Three Brettschneider brothers began with a horse, a stable, a garage, and the National Funeral Car Company and divided New York City into Lower East Side, Upper Manhattan, and Brooklyn funeral homes.

Brettschneider Who Died Falling Off a Cliff

Some similar stories about falling off a cliff or into the Grand Canyon were not conclusive in identifying this Brettschneider.

The Power of Collaboration

The value of another set of eyes, learning from each other and har- nessing each one’s strengths, and knowledge cannot be overemphasized. It was surprisingly difficult to find Brettschneider documents that were indexed with spellings such as Battshnider, Bradechnteber, Bradttschneide, Breadschneider, Breastschneider, Breclechutder, Bretbakender, Bretrchnater, Brettachneider, Brettechouider, Brettochreider, Brettrohneider, Brettscherdner, Brettschnerides, Brettschweider, Brettsohneider, Brotshneielar, Bultshnibey, Buttschneider, Parttathmander, Portschneider, and Resttschneider. The SSDI truncates the name as Brettschneid (maximum 12 letters).

We extracted data and determined relationships from ship manifests, censuses, and draft registrations; requested marriage and death records and created family tree branches by combining clues based on addresses, names of relatives on documents, occupations, cemetery monuments, and family stories. Traditional naming patterns helped us distinguish between different people with the same given names and recognize multiple given names for the same person. We connected with descendants using JewishGen Family Finder, Private Eye, People Finders, and Facebook.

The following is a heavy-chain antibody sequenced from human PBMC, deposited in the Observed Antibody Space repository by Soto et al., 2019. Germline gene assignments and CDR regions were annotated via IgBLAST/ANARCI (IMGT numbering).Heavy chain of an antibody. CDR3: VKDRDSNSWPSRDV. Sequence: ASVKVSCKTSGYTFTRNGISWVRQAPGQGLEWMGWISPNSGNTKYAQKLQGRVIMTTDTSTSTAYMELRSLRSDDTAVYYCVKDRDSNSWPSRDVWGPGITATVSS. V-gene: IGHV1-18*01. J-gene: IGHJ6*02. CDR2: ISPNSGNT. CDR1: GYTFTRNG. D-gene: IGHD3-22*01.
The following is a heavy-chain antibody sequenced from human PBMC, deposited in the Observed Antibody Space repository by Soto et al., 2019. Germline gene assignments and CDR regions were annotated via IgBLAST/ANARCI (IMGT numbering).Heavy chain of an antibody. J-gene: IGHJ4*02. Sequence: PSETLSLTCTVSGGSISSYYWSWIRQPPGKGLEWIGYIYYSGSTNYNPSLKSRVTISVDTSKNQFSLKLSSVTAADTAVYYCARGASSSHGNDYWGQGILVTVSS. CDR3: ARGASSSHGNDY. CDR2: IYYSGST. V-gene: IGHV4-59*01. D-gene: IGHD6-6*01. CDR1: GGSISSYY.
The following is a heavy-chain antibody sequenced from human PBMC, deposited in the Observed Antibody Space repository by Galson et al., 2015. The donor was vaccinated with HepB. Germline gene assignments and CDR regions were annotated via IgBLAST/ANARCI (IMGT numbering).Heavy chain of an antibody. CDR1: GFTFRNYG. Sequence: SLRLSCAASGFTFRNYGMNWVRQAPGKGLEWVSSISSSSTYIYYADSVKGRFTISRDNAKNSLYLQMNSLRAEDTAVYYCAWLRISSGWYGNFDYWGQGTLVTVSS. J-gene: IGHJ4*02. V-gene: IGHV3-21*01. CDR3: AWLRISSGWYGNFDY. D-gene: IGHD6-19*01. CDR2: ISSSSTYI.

The Case for Single-Surname Research

We would never have been able to link so many branches without expanding our research to all of the Brettschneiders. Thinking “outside the box” to include nearby towns, collateral relatives, and distantly related families yielded additional clues. Eventually, we hit brick walls that can be surmounted only by non- existent earlier vital records, documents not currently available, or DNA analysis, leaving many presumably related branches still unconnected.


Gesher Galicia is a non-profit organization carrying out Jewish genealogical and historical research on Galicia, formerly a province of Austria-Hungary and today divided between southeastern Poland and western Ukraine. The research work includes the indexing of archival vital records and census books, Holocaust-period records, Josephine and Franciscan cadastral surveys, lists of Jewish taxpayers, and records of Galician medical students and doctors - all added to our searchable online database. In addition, we reproduce regional and cadastral maps for our online Map Room. We conduct educational research and publish a quarterly research journal, the Galitzianer. Gesher Galicia is also organized for the purpose of maintaining networking and online discussion groups and to promote and support Jewish heritage preservation work in the areas of the former Galicia.

You can search our free All Galicia Database, Map Room, and archival inventories, and read about member benefits starting at $50 per year. You can also join online.

Our general contact address: info@geshergalicia.org